Young air traffic controller creates history at MoBay Rotary Club
IT WAS against a backdrop of elegance, charm, and humour at the Day-O-Plantation in Montego Bay on Saturday evening, that 33-year-old air traffic controller Amber-Gail Grandison created history by becoming the youngest president in the annals of the Rotary Club of Montego Bay.
Grandison, who is now the 60th president of the organisation, is also the 14th woman to lead the Montego Bay-based service group since its inception in 1961. In addition, she is the only president who has transitioned from the Rotaract Club (junior) of Montego Bay to the Rotary of Montego Bay.
“I feel excited but I know I have a lot of big shoes to fill so it won’t be a walk in the park. I know I have to come good and put in all the work because all eyes will be on me to represent the club well,” said Grandison. “I joined the club in 2018 to serve because there was something missing from my life. Being a part of the club means belonging to something that is greater than me. Finding my role and purpose is what allowed me to achieve this goal as president.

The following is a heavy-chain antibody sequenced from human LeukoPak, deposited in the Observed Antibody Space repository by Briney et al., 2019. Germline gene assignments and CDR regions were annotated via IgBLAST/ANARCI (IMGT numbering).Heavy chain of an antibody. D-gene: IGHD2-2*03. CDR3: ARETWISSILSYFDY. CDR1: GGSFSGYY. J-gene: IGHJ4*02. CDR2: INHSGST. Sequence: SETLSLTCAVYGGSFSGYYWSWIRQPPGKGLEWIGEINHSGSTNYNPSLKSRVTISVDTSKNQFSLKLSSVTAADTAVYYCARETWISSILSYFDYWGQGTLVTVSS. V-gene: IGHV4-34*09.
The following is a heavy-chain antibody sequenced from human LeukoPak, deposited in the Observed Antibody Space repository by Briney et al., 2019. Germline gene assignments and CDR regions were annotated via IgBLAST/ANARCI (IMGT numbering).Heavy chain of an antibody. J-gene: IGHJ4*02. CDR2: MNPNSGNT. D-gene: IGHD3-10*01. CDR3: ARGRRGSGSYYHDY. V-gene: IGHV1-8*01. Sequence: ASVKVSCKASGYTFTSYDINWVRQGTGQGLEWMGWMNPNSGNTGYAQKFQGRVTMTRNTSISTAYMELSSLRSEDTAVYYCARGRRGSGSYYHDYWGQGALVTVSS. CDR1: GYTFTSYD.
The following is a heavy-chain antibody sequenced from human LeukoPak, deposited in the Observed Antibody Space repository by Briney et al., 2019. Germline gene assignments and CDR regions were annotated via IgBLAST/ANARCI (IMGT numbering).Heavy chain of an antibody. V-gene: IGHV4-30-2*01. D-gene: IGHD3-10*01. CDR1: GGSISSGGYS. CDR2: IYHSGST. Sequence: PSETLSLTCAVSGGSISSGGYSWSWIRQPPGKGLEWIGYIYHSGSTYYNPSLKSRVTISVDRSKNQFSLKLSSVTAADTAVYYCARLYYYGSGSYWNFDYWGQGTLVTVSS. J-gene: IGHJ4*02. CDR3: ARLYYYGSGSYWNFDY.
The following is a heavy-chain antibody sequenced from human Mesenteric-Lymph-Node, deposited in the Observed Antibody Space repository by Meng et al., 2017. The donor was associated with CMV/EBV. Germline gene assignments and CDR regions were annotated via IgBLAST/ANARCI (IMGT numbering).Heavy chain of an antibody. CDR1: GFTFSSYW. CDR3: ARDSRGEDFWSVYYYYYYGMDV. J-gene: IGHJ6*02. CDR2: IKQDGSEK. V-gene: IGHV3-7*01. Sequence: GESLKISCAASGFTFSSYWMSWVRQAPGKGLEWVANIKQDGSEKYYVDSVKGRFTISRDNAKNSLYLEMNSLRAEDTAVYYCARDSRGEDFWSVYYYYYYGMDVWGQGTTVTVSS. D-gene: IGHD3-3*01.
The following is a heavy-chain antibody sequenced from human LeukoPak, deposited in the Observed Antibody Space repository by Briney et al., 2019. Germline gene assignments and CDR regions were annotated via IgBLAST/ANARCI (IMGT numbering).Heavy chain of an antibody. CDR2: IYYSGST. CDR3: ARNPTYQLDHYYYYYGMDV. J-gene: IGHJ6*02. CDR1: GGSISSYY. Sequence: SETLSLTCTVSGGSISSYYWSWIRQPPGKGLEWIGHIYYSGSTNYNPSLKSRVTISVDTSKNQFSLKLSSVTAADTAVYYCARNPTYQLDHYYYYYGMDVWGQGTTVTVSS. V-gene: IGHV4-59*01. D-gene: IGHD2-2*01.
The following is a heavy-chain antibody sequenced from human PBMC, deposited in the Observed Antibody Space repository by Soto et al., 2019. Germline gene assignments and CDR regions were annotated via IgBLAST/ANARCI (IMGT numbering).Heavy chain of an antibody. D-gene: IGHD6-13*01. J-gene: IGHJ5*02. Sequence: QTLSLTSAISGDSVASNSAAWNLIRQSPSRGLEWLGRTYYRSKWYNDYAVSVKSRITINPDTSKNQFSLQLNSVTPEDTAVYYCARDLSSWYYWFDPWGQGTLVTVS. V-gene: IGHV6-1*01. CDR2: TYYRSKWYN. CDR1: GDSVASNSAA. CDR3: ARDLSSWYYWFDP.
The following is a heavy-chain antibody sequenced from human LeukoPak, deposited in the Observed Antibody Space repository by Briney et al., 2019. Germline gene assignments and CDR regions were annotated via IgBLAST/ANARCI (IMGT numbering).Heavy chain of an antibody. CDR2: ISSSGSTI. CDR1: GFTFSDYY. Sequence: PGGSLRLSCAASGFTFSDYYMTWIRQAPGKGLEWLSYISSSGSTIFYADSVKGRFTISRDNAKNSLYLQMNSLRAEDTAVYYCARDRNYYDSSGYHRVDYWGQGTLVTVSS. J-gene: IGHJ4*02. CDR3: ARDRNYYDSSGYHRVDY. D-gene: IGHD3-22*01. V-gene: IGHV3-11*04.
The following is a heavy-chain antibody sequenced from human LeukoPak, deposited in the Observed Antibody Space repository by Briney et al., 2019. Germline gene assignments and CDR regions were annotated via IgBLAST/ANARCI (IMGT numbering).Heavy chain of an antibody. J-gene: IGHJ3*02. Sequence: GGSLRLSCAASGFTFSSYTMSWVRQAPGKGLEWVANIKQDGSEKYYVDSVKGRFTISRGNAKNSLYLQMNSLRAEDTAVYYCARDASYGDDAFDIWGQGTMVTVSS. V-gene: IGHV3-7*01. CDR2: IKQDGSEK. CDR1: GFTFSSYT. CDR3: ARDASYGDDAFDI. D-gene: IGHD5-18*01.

According to Grandison, she is fired up and motivated as she has some major projects on her agenda to tackle.
“My major project this year will be partnering with Food For The Poor to build a house for a family in need. This project will require a major fundraising activity in which I will need a lot of support from everyone. Our club is like a mustard seed; although we are small in numbers, we achieve great tasks,” said Grandison.
Outgoing president Nana Boakye-Agyemang, who served one year, 2019-2020, spoke highly of the new president and her confidence in her capacity to serve the organisation well.
“I am a part of the new administration and I will continue to support the new president with her plans moving forward. She is ready and deserving of where she is now because, I must say, she is an organised person who is innovative, creative, and tech-savvy,” said Boakye-Agyemang. “When she was my secretary, she was the engine behind the scenes, so I believe this helped in preparing her for the position she now holds.”
Janet Silvera, the president of the Montego Bay Chamber of Commerce, who was the keynote speaker, said she was quite thrilled to see a young person stepping up and taking on the mantle of leadership.
“I am especially pleased to see such a young person take the helm this year, because, in my opinion, that demographic is in desperate need of attention right now,” said Silvera. “As you know, crime has been one of the major issues plaguing the city of Montego Bay, and it is heart-wrenching to see how many of our young people are left vulnerable to all sorts of crimes.”